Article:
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Automatic Projector Calibration with Embedded Light Sensors Johnny C. Lee 1,2 Paul H. Dietz 2 Dan Maynes-Aminzade 2,3 Ramesh Raskar 2 Scott E. Hudson 1.

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Presentation on theme: "Automatic Projector Calibration with Embedded Light Sensors Johnny C. Lee 1,2 Paul H. Dietz 2 Dan Maynes-Aminzade 2,3 Ramesh Raskar 2 Scott E. Hudson 1."— Presentation transcript:

1 Automatic Projector Calibration with Embedded Light Sensors Johnny C. Lee 1,2 Paul H. Dietz 2 Dan Maynes-Aminzade 2,3 Ramesh Raskar 2 Scott E. Hudson 1 1 Carnegie Mellon University 2 Mitsubishi Electric Research Labs 3 Stanford University Santa Fe, NM UIST 2004

2 Introduction to Projection

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4 Projector Calibration

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6 Our Approach - Embed light sensors into the target surface - optical fibers channel light energy from each corner to sensors - USB connection to the PC - White front surface hides fibers and acts as a light diffuser

7 Calibration Demo Demonstration of calibration process

8 Gray Code Patterns -Binary sequence where only 1-bit changes from one entry to the next. -Robust spatial encoding property Frequently used in Range-Finding systems

9 Binary Gray

10 Binary Gray

11 Binary Gray

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23 Scalability and Robustness -Pattern count = log 2 (pixels) -Constant time with respect to # of sensors -Decoding location requires only one XOR operation per location bit (cheap & fast) -Robust against inter-pixel sensor positioning -Robust against super-pixel size sensors -Accurate to the nearest pixel when in focus -Degrades gracefully in under defocusing -Strong angular robustness

24 Angular Robustness & Mirrors Demonstration Video

25 Optical Path Optical path between the projector and the sensor does not need to be known. Pixel location of a sensor can be found so long as there exists a path. Additional sensors in the target surface can increase robustness to partial occlusion.

26 Application Demonstrations Demonstration Video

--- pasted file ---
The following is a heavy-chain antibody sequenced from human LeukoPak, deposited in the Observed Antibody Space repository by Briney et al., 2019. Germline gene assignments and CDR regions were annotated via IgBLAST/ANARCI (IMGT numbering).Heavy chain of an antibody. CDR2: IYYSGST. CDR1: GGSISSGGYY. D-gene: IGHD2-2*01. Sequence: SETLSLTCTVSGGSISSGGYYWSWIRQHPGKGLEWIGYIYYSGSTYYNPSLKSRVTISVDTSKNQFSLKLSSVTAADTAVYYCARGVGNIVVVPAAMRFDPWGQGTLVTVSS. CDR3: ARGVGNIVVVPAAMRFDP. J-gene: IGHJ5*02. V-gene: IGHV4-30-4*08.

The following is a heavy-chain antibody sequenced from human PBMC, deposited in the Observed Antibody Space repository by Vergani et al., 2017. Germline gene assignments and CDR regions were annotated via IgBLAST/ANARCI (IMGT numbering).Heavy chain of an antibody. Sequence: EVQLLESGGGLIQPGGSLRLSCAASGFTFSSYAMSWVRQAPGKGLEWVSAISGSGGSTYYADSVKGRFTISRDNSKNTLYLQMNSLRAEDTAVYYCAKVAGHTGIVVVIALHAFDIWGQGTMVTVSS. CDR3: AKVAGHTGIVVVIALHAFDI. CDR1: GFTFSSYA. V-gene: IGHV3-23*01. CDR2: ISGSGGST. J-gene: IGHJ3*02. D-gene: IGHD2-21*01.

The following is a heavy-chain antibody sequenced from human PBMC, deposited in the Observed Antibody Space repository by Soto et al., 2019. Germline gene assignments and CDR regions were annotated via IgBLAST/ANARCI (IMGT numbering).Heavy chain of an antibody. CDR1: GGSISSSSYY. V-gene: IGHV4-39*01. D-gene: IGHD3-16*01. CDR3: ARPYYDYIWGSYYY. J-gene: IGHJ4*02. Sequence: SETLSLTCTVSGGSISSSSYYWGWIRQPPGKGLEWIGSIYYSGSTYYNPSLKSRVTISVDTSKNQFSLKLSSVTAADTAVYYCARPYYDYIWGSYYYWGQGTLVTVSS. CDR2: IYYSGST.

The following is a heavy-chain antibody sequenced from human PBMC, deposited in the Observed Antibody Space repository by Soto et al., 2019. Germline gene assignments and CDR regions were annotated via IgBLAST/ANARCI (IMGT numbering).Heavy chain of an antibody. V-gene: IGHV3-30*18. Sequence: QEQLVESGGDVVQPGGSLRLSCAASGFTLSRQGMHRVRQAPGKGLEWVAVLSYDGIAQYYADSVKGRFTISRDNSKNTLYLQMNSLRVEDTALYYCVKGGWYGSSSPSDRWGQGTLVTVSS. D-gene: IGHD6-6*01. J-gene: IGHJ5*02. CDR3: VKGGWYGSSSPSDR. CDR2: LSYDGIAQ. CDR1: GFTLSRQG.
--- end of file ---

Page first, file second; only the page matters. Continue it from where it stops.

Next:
27 Research Applications Everywhere Displays, IBM Digital Merchandising, MERL ShaderLamps, projector AR, UNC/MERL

28 Other Applications Cheap, light-weight displays Projector array stitching - data walls - planetariums Redundant projector alignment - shadow reduction - stereoscopic displays - increasing brightness - high-dynamic range display

29 Trade Offs Digital correction inherently sacrifices pixels and resamples the image. –Image filtering –Higher resolution projectors –Pan-Tilt-Zoom projectors (preserve pixel density) –Optical correction Requires instrumented surface –Not a problem for some high QoS applications –Removable/reusable wireless calibration tags

30 Future Work Interactive Rates - Movable Screens –High speed projection (DLP) –n-ary and RGB Gray Codes –Adaptive Patterns Imperceptible calibration –High speed steganography –Infrared Multiple projectors –Smart rooms –3D positioning

31 Concluding remarks Robust Fast Accurate Low-Cost Scalable Applicable in HCI and out

32 Contact Info Johnny Chung Lee Thanks! Haptic Pen: A Tactile Feedback Stylus for Touch Screens Wednesday 3pm session

33 Homography Four sensor coordinates are used to compute a homography – (loosely) a transformation between two coordinate spaces. Automatically flips image in the presence of mirrors. Works with OpenGL and DirectX matrix stacks for real-time warping on low-cost commodity hardware. Warping extends beyond the bounds of the sensors (internal feature registration, characterization) If more than 4 sensors are use, sub- pixel accuracy can be achieved through best-fit solutions

34 vs. Camera Based Approach Standard computer vision problems –Background separation –Variable lighting conditions –Material reflectance properties –Non-planar/Non-continuous surfaces can be difficult Accurate registration to world features requires high resolution cameras –Expensive (and high-speed is even more expensive) –High-computational overhead (Pentium vs. PIC) Rigid camera-projector geometry –Requires calibration –Zooming may be problematic Not as flexible –Projector stitching/Redundancy –ShaderLamps/Non-planar surfaces


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